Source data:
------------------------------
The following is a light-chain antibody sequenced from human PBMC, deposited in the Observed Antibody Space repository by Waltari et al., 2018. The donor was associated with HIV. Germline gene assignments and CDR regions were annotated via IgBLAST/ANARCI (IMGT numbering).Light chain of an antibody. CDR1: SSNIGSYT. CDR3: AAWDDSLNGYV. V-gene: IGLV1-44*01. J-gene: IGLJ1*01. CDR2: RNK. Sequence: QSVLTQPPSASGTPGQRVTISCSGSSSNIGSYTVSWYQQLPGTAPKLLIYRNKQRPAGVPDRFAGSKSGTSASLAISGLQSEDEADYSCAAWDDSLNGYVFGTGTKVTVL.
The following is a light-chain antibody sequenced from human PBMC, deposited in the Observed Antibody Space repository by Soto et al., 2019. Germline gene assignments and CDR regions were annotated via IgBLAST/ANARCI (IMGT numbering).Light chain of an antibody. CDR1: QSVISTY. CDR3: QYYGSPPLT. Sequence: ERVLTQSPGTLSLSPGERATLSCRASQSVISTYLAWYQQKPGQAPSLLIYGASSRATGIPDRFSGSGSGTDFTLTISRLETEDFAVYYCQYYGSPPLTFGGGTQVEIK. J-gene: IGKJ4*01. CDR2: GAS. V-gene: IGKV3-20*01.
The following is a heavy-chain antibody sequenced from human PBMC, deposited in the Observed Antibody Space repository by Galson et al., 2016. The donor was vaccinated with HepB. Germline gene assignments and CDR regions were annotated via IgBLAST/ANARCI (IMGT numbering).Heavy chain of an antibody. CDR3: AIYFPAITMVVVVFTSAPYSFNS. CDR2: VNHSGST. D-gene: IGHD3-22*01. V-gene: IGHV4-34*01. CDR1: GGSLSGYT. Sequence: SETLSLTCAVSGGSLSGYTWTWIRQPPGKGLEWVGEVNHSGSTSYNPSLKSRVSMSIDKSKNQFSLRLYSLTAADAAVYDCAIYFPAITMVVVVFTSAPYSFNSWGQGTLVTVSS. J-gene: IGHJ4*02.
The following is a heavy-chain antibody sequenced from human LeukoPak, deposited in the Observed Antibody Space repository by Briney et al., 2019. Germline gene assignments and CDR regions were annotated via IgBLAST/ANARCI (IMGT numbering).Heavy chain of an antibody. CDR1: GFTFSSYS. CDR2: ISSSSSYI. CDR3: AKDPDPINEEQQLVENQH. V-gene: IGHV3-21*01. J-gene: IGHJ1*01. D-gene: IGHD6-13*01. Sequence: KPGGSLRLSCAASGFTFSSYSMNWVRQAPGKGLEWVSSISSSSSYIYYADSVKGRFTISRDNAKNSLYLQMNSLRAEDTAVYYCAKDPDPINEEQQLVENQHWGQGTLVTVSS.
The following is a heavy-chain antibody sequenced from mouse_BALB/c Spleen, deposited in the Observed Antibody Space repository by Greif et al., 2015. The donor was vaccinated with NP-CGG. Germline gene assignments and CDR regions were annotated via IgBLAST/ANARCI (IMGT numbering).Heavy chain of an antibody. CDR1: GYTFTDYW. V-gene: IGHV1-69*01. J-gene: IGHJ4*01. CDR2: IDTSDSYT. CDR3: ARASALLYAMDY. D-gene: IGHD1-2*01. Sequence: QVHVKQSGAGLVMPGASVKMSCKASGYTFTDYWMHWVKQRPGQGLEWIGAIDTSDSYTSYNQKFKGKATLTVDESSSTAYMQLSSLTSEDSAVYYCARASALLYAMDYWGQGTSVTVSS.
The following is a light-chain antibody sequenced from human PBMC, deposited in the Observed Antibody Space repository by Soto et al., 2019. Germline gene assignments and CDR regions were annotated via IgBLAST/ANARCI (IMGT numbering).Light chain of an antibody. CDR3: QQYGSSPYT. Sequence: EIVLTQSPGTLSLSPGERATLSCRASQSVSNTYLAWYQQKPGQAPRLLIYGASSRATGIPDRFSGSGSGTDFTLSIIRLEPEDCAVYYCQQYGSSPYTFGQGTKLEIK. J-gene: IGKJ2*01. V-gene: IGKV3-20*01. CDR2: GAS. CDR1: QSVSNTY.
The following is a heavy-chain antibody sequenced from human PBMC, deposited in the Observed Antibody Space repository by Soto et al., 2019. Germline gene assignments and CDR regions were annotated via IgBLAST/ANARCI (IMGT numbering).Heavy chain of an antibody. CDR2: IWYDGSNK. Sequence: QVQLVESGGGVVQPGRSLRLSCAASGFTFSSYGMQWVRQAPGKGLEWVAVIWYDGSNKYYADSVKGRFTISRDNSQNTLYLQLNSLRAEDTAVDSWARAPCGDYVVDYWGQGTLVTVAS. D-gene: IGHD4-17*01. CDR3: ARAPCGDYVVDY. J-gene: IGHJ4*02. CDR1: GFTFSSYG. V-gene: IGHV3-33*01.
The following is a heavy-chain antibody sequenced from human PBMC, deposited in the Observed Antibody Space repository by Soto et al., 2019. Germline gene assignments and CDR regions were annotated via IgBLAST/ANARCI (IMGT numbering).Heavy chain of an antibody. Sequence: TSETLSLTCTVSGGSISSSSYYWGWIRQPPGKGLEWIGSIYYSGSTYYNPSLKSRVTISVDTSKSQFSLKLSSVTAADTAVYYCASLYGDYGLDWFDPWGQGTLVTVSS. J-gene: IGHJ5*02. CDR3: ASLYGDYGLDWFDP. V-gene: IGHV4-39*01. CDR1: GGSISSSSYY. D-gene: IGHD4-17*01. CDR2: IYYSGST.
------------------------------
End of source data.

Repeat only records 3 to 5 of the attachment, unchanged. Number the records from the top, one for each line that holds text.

The following is a heavy-chain antibody sequenced from human PBMC, deposited in the Observed Antibody Space repository by Galson et al., 2016. The donor was vaccinated with HepB. Germline gene assignments and CDR regions were annotated via IgBLAST/ANARCI (IMGT numbering).Heavy chain of an antibody. CDR3: AIYFPAITMVVVVFTSAPYSFNS. CDR2: VNHSGST. D-gene: IGHD3-22*01. V-gene: IGHV4-34*01. CDR1: GGSLSGYT. Sequence: SETLSLTCAVSGGSLSGYTWTWIRQPPGKGLEWVGEVNHSGSTSYNPSLKSRVSMSIDKSKNQFSLRLYSLTAADAAVYDCAIYFPAITMVVVVFTSAPYSFNSWGQGTLVTVSS. J-gene: IGHJ4*02.
The following is a heavy-chain antibody sequenced from human LeukoPak, deposited in the Observed Antibody Space repository by Briney et al., 2019. Germline gene assignments and CDR regions were annotated via IgBLAST/ANARCI (IMGT numbering).Heavy chain of an antibody. CDR1: GFTFSSYS. CDR2: ISSSSSYI. CDR3: AKDPDPINEEQQLVENQH. V-gene: IGHV3-21*01. J-gene: IGHJ1*01. D-gene: IGHD6-13*01. Sequence: KPGGSLRLSCAASGFTFSSYSMNWVRQAPGKGLEWVSSISSSSSYIYYADSVKGRFTISRDNAKNSLYLQMNSLRAEDTAVYYCAKDPDPINEEQQLVENQHWGQGTLVTVSS.
The following is a heavy-chain antibody sequenced from mouse_BALB/c Spleen, deposited in the Observed Antibody Space repository by Greif et al., 2015. The donor was vaccinated with NP-CGG. Germline gene assignments and CDR regions were annotated via IgBLAST/ANARCI (IMGT numbering).Heavy chain of an antibody. CDR1: GYTFTDYW. V-gene: IGHV1-69*01. J-gene: IGHJ4*01. CDR2: IDTSDSYT. CDR3: ARASALLYAMDY. D-gene: IGHD1-2*01. Sequence: QVHVKQSGAGLVMPGASVKMSCKASGYTFTDYWMHWVKQRPGQGLEWIGAIDTSDSYTSYNQKFKGKATLTVDESSSTAYMQLSSLTSEDSAVYYCARASALLYAMDYWGQGTSVTVSS.